I am currently reading Sheryl Sandberg’s Lean In. Sandberg is the COO of Facebook. I’d been meaning to read it for a while but I only got reminded of it again when that Asiana plane crashed. Sandberg was supposed to be on board that flight but switched last minute.
The book is about women in leadership positions and why there aren’t enough of them. There are more women with college degrees than men; more women with excellent academic record than men. Yet only 4% of women are leaders of Fortune 500 companies in the US. According to Sandberg, the problem isn’t so much inequality in the workplace but more about women themselves. After the feminist revolution and employment equity was somehow (perceived to be) achieved, women still feel like they have to make tough choices – slow down at work, take care of the kids, explore other passions, fall out of the race altogether.
I am one of those women. I made the decision to leave the traditional workforce and do my own thing. Yes it’s because I wanted to focus on raising my children first. And no, it wasn’t a sacrifice. It was a privilege. You all know that story. Now I’m in business.
Sandberg says a lot of women hold themselves back – from seeking higher positions, negotiating for higher pay, exploring new ideas, starting their own companies. And a lot of these fears were caused by the stereotypes given to little girls. When little girls are assertive, they are labelled “bossy”. Sandberg says we have to change all that. Little girls who are called bossy are actually just showing great leadership skills.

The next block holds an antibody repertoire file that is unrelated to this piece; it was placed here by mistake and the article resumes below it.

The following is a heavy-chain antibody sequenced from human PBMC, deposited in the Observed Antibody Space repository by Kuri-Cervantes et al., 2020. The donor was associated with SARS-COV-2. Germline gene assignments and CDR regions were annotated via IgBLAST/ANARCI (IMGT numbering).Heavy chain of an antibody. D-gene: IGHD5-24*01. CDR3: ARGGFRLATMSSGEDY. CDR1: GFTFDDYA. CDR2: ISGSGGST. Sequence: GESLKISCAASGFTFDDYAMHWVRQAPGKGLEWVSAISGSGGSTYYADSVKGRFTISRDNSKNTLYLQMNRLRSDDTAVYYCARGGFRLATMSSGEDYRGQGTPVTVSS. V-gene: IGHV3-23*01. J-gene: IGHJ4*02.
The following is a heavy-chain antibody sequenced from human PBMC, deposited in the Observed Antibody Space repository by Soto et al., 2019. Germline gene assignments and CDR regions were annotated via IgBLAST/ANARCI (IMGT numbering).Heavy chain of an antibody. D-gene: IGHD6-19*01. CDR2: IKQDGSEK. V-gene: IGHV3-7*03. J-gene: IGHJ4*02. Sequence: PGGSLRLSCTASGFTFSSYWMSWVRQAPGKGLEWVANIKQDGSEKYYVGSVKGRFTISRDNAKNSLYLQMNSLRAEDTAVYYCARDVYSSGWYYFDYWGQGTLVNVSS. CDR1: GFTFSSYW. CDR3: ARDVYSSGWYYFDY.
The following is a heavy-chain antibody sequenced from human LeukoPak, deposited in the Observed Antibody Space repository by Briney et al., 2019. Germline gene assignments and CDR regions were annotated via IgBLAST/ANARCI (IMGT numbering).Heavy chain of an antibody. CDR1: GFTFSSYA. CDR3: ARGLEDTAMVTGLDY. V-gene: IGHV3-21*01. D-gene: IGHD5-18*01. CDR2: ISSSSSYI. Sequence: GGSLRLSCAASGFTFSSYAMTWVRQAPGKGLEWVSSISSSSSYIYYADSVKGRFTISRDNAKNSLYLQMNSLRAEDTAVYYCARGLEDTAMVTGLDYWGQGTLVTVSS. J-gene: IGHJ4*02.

The book raises a lot of questions as it tries to re-ignite the feminist revolution. Sandberg started an online Lean In community encouraging women anywhere to form groups and meet once a month. I’m actually thinking I want to form a circle of 8-10 women peers to discuss the book and take the steps — because though I’m not in any corporate organization, as a creative entrepreneur and tv host I do all the negotiating, planning, selling and collaborations by myself. Half the time I am just winging it. I wish I had a mentor.
Last April while in Toronto I met with a Canadian business leader, author, TV personality and venture capitalist Arlene Dickinson of the Dragons’ Den fame. It was a real meeting… in a boardroom. I’ve been dying to share this story and I hope to do so in another post. Arlene asked me a question that stayed with me. She said, “How do you know you’re not under-valuing yourself?” Wow. I always thought I knew my worth. But that question made me double, triple think.
A lot of us women under-value, under-represent, under-express ourselves. According to Sheryl Sandberg, this has to stop.
Going back to our fears – in the boardroom, in that lunch meeting, in school, at the PTA, in your community, at home, in a relationship – what would you do if you weren’t afraid?
Have you read the book? Share your thoughts.
Lean In by Sheryl Sandberg is available at National Book Store, P895.